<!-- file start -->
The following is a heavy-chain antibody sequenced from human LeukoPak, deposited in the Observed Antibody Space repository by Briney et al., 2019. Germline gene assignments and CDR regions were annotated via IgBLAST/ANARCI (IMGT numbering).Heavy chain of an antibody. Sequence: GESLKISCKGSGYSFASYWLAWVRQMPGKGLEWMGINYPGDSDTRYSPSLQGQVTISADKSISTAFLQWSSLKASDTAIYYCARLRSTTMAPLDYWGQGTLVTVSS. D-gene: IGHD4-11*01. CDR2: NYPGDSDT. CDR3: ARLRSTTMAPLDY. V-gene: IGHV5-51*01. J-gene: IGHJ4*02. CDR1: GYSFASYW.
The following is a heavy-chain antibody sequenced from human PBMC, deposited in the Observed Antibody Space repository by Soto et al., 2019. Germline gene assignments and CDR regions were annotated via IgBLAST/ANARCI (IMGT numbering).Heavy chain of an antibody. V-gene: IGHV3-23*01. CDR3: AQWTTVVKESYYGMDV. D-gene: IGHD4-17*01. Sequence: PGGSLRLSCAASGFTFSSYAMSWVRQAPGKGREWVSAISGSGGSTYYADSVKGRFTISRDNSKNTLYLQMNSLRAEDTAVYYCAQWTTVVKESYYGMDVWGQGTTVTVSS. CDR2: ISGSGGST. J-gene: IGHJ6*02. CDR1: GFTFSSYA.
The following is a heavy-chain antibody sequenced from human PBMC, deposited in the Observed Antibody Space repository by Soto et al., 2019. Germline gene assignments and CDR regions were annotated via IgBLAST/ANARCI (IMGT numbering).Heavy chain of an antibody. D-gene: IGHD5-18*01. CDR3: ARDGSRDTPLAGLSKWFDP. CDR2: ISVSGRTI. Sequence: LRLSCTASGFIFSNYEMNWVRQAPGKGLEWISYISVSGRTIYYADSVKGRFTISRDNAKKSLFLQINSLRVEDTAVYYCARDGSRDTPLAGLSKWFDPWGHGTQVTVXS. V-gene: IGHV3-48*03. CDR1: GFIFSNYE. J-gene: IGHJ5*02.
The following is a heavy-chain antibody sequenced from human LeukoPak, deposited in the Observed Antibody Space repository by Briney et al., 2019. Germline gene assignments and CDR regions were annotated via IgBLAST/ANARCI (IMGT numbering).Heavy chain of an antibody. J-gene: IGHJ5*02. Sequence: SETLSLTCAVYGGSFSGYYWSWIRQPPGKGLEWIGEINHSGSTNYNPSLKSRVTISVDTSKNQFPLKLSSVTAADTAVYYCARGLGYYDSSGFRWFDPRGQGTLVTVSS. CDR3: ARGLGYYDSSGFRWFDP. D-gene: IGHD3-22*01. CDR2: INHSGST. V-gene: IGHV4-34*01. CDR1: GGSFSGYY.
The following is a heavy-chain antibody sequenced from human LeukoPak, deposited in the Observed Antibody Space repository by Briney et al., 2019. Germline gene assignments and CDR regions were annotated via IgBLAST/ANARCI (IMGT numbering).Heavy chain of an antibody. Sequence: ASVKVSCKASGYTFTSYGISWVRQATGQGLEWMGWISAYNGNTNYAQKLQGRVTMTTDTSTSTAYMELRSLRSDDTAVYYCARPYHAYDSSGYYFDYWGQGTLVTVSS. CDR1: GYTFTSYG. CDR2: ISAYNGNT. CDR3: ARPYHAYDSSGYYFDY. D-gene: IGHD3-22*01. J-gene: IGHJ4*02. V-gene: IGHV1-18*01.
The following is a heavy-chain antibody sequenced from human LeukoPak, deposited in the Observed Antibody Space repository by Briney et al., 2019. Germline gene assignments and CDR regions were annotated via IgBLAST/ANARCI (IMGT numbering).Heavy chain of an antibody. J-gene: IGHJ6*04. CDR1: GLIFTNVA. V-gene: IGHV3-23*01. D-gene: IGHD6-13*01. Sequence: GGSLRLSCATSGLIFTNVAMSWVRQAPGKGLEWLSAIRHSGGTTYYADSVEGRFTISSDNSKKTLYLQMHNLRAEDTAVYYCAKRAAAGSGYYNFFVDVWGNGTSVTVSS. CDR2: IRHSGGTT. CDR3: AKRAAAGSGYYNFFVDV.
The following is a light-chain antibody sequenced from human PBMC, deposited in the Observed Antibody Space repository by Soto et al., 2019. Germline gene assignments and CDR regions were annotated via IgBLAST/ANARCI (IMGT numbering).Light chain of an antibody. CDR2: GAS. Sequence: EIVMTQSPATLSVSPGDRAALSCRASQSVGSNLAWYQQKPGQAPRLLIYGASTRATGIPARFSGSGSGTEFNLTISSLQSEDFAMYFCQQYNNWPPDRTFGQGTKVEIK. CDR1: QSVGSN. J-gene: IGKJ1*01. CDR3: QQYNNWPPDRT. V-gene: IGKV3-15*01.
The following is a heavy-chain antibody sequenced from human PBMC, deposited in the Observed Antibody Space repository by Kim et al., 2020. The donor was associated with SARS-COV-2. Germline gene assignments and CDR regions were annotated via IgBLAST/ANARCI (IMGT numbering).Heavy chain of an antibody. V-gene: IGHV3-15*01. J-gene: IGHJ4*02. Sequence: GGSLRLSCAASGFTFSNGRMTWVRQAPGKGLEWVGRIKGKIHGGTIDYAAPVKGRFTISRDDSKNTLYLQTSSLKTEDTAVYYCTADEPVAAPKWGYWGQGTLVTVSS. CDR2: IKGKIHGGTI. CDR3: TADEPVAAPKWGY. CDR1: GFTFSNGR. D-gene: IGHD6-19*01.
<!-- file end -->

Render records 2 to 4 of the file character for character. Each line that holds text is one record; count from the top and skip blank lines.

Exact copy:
The following is a heavy-chain antibody sequenced from human PBMC, deposited in the Observed Antibody Space repository by Soto et al., 2019. Germline gene assignments and CDR regions were annotated via IgBLAST/ANARCI (IMGT numbering).Heavy chain of an antibody. V-gene: IGHV3-23*01. CDR3: AQWTTVVKESYYGMDV. D-gene: IGHD4-17*01. Sequence: PGGSLRLSCAASGFTFSSYAMSWVRQAPGKGREWVSAISGSGGSTYYADSVKGRFTISRDNSKNTLYLQMNSLRAEDTAVYYCAQWTTVVKESYYGMDVWGQGTTVTVSS. CDR2: ISGSGGST. J-gene: IGHJ6*02. CDR1: GFTFSSYA.
The following is a heavy-chain antibody sequenced from human PBMC, deposited in the Observed Antibody Space repository by Soto et al., 2019. Germline gene assignments and CDR regions were annotated via IgBLAST/ANARCI (IMGT numbering).Heavy chain of an antibody. D-gene: IGHD5-18*01. CDR3: ARDGSRDTPLAGLSKWFDP. CDR2: ISVSGRTI. Sequence: LRLSCTASGFIFSNYEMNWVRQAPGKGLEWISYISVSGRTIYYADSVKGRFTISRDNAKKSLFLQINSLRVEDTAVYYCARDGSRDTPLAGLSKWFDPWGHGTQVTVXS. V-gene: IGHV3-48*03. CDR1: GFIFSNYE. J-gene: IGHJ5*02.
The following is a heavy-chain antibody sequenced from human LeukoPak, deposited in the Observed Antibody Space repository by Briney et al., 2019. Germline gene assignments and CDR regions were annotated via IgBLAST/ANARCI (IMGT numbering).Heavy chain of an antibody. J-gene: IGHJ5*02. Sequence: SETLSLTCAVYGGSFSGYYWSWIRQPPGKGLEWIGEINHSGSTNYNPSLKSRVTISVDTSKNQFPLKLSSVTAADTAVYYCARGLGYYDSSGFRWFDPRGQGTLVTVSS. CDR3: ARGLGYYDSSGFRWFDP. D-gene: IGHD3-22*01. CDR2: INHSGST. V-gene: IGHV4-34*01. CDR1: GGSFSGYY.